Submitted to: Journal of Chemical Ecology
Publication Type: Peer Reviewed Journal
Publication Acceptance Date: July 24, 2008
Publication Date: August 16, 2008
Citation: Olson, D.M., Davis, R.F., Wackers, F.L., Rains, G.C., Potter, T.L. 2008. Plant-herbivore-carnivore interactions in cotton, Gossypium hirsutum: Linking belowground and aboveground. Journal of Chemical Ecology. 34:1341-1348. DOI:10.1007/s10886-008-9532-1. Interpretive Summary: Most studies on plant-herbivore interactions focus on either root or shoot feeding in isolation, but above- and belowground feeding may interact on a shared host plant. Cotton plants produce a variety of chemicals (e.g. terpenoid aldehydes) that exhibit toxicity to a wide range of plant feeders. Cotton plants also can emit volatile compounds after leaf and fruit-feeding, and as these volatile compounds attract natural enemy species of the plant feeder, they are thought to represent a type of plant defense. Our study evaluated terpenoid production by cotton plants in response to leaf feeding by an insect larvae, and root feeding by a plant parasitic nematode or their combination, as well as the attraction of a predator of the insect larvae to those plants. After 48 hours of leaf feeding and 5 weeks of root feeding, increased volatile terpenoids occurred with leaf-feeding regardless of root feeding. In addition, the predator was attracted only to plants with leaf feeding. In contrast to previous studies in cotton, terpenoid aldehydes were not induced in leaf and root tissue following foliage or root herbivory, or their combination. We conclude that root feeding by a nematode species has little influence on defenses of cotton plants against an insect leaf-feeder.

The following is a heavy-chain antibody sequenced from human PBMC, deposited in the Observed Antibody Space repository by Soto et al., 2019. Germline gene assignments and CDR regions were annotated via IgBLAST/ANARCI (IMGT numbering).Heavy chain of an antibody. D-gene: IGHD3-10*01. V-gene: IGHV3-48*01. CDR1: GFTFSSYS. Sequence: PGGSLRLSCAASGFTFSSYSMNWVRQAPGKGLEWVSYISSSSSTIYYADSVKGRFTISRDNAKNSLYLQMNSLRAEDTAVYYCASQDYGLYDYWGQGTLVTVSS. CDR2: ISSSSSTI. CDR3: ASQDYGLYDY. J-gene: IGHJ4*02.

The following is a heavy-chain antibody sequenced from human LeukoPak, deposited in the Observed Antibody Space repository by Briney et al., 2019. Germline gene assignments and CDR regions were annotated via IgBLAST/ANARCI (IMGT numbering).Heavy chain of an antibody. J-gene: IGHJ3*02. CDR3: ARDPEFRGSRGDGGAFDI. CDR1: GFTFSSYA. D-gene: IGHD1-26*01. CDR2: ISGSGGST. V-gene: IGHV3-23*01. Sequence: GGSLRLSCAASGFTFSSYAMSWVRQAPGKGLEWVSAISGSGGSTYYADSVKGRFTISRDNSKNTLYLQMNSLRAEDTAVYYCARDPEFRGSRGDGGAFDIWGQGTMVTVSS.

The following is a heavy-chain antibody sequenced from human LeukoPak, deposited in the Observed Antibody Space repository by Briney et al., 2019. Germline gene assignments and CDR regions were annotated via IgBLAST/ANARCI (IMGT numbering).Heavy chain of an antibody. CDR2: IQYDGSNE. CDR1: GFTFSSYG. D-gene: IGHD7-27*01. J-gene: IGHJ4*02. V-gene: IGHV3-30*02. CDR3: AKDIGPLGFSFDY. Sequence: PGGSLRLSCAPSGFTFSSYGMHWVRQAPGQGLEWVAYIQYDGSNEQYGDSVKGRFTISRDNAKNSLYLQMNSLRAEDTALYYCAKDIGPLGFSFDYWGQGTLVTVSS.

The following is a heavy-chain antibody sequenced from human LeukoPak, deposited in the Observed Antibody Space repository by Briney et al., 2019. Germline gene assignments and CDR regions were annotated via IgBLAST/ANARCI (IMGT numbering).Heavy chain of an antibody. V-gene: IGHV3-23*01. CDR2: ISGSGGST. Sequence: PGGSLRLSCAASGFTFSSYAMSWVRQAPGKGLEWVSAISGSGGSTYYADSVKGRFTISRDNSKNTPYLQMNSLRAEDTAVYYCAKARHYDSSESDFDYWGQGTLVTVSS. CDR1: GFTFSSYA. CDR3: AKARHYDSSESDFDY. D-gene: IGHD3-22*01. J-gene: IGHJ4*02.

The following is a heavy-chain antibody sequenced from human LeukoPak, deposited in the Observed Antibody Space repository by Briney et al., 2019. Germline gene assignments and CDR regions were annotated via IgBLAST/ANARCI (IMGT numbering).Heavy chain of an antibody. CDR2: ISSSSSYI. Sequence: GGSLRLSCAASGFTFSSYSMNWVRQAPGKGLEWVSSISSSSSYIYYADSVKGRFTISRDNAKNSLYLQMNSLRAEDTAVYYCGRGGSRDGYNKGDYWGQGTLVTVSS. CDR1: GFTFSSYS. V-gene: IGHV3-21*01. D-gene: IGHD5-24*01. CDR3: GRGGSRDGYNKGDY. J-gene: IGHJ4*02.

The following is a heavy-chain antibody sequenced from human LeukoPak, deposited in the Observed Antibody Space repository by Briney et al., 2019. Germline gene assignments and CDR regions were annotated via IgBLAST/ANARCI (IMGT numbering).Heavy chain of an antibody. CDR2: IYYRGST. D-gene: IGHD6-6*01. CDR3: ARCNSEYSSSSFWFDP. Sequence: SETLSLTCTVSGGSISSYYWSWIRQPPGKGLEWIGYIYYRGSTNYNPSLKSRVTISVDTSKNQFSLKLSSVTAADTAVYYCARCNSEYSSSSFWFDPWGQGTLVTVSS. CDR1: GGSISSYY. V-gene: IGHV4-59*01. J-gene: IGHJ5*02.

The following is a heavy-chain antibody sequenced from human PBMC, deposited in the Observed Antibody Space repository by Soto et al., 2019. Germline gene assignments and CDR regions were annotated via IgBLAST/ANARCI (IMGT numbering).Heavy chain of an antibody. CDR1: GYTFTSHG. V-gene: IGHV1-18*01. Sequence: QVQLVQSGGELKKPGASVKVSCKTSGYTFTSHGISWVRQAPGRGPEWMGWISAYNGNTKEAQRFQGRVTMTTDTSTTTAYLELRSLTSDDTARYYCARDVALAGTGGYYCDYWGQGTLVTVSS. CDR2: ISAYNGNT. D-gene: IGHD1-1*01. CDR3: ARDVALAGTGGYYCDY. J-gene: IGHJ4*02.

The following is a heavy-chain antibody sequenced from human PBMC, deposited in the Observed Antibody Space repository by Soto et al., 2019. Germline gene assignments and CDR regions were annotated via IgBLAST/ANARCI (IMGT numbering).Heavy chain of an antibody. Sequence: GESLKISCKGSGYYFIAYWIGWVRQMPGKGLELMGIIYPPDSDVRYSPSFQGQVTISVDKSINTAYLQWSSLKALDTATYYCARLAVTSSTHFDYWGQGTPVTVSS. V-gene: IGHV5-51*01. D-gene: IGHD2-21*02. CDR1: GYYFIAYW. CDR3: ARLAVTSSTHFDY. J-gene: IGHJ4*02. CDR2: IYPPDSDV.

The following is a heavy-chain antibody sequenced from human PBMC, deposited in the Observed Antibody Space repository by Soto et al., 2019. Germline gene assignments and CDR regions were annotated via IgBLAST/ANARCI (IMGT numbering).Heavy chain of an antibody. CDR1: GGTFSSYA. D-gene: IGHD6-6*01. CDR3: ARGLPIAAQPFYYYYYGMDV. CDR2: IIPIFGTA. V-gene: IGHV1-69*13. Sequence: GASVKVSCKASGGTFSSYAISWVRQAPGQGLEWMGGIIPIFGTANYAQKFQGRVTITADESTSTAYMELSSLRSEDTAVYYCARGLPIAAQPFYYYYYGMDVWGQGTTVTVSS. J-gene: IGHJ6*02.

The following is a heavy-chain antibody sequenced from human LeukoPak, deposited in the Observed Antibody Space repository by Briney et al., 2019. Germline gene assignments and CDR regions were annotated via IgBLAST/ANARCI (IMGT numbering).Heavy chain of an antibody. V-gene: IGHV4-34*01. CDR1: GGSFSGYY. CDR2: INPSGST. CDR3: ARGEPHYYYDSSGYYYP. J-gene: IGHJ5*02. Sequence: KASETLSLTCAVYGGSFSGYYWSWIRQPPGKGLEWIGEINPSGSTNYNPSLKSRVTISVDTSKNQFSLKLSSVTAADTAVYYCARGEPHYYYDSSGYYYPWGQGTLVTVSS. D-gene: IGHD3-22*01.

Technical Abstract: We subjected cotton plants to 48 hours of leaf feeding by an insect larvae and 5 weeks of root feeding by a plant parasitic nematode to determine if typical plant tissue defenses and plant chemical volatiles (commonly attractive to predators of the insect larvae) are affected by the presence of both herbivores. The insect larvae were caged on 3 leaves per plant to standardize damage. The nematodes were inoculated into the soil at a rate of 20,000 eggs/pot. Plant tissues were freeze dried, ground and examined for tissue defense compounds using HPLC. Gas chromatography/Mass spectrometry was used to analyze the volatile compounds collected from each plant. A wasp predator of the insect larvae was used in a wind tunnel study to determine if the plants fed upon by both leaf and root feeders are attractive. We found no evidence of increased levels of plant defense compounds in leaf and root tissue following leaf or root feeding, or their combination. The plants only produced volatile compounds and were attractive to the predator when there was leaf feeding. We conclude that root feeding by a nematode species has little influence on defenses of cotton against an insect leaf-feeder.